What was promised to be a large-scale patriotic rally of men and women protesting NFL players taking a knee during the national anthem was, in reality, not much.
Eight men in various iterations of red-white-and-blue garb stood outside of Ford Field on Sunday morning carrying American flags and signs asking football fans to please "stand for vets."
"I am out here for love and patriotism for my country," said Joe Miriani, 57, a retired UAW autoworker from Ann Arbor, who sported a decked-out cowboy hat.
The protest before Sunday's game against the Carolina Panthers, was organized by Brian Pannebecker, a Donald Trump supporter and leader of Michigan Freedom to Work. The plan was shared on Facebook and reported on by the news media, including the Free Press.
On game day, however, the hype was far bigger than the reality. The protesters observed by a Free Press reporter stood along Brush Street in front of Gate B of the stadium, asking people to stand for the anthem, but not overtly getting into anyone's face.
The national debate over athletes taking a knee during the national anthem heated up last month when President Donald Trump at a Sept. 22 rally in Alabama called on NFL owners to fire anyone who engaged in the silent protest against police brutality and racism. The speech conflated the act of taking a knee with a lack of patriotism, and that weekend social media was afire on the subject as Trump continued to tweet about NFL players and what he saw as their disrespect of the flag.
Many players and team owners thumbed their noses at Trump the following Sunday by either taking a knee during the anthem or locking arms in solidarity. In Detroit, eight Lions plays kneeled while team owner Martha Ford linked arms with the players during the anthem. After the game, she announced that she would donate money to justice-minded organizations of the athletes choosing, if they would stand, instead of kneeling, during the anthem.
None of the Lions players took a knee during Sunday's game, but in Indiana, Vice President Mike Pence left the Indianapolis Colts game after several players from the San Francisco 49ers chose to kneel during the national anthem.
"I left today's Colts game because @POTUS and I will not dignify any event that disrespects our soldiers, our Flag, or our National Anthem," Pence wrote in a tweet.
Some of the fans entering Ford Field agreed with the protesters.
"Take a knee is just straight up disrespectful to the United States. There are a lot of people who fought pretty hard for this country and the freedoms that we have, and to do that on national television is pretty terrible. I would say that taking a knee goes against what we fought for," said a young man named Ryan who declined to give his last name.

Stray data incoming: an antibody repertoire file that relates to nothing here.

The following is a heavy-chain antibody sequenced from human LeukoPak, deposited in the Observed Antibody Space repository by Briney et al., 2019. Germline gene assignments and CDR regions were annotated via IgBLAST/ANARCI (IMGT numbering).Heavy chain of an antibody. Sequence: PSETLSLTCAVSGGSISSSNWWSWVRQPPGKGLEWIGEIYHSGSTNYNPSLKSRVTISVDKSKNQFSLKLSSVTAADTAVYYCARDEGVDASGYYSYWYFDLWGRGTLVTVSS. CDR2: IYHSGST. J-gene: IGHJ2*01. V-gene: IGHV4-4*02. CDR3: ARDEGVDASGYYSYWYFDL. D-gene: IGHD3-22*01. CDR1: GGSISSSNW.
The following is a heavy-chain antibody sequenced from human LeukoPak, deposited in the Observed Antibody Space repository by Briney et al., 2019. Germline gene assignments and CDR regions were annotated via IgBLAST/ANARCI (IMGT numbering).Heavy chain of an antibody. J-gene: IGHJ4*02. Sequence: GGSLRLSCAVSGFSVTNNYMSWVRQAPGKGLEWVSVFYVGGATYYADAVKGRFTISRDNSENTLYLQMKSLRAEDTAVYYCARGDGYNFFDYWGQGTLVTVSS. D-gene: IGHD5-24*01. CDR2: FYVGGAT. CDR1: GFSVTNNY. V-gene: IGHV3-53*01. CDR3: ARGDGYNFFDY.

When asked "what we fought for" Ryan hit a mental roadblock.
"We fought for our country and for our freedoms — but I guess, I got to think about this one," he said, at which point a friend told him he was contradicting himself.
Britt Simerson, 23, who was with the group said she believed "to each their own. Everybody has different beliefs. Some are doing it for their hate for Trump, some are doing it because of their own personal beliefs and reasons. To each their own."
On the other side of the stadium, eight members of the Metro Detroit Political Action Network — wearing shirts that said "Black Lives Matter" and "F***Nazis" — tailgated in a parking lot while holding signs supporting the players that took a knee.
"We got word that there were going to be Trump supporters here protesting the NFL because of the whole taking a knee thing and so we decided just to come and support the NFL and the constitution," said Nicole Vasher, 44, a nurse who lives in Wyandotte.
"Hopefully there is no confrontation, we just want to show support for the players," Vasher said.
The movement started more than a year ago, when NFL quarterback Colin Kaepernick decided to stay seated during the national anthem.
"I am not going to stand up to show pride in a flag for a country that oppresses black people, and people of color," Kaepernick said in a news conference after first sitting out during the anthem. "To me, this is bigger than football, and it would be selfish on my part to look the other way. There are bodies in the street, and people getting paid leave, and getting away with murder."
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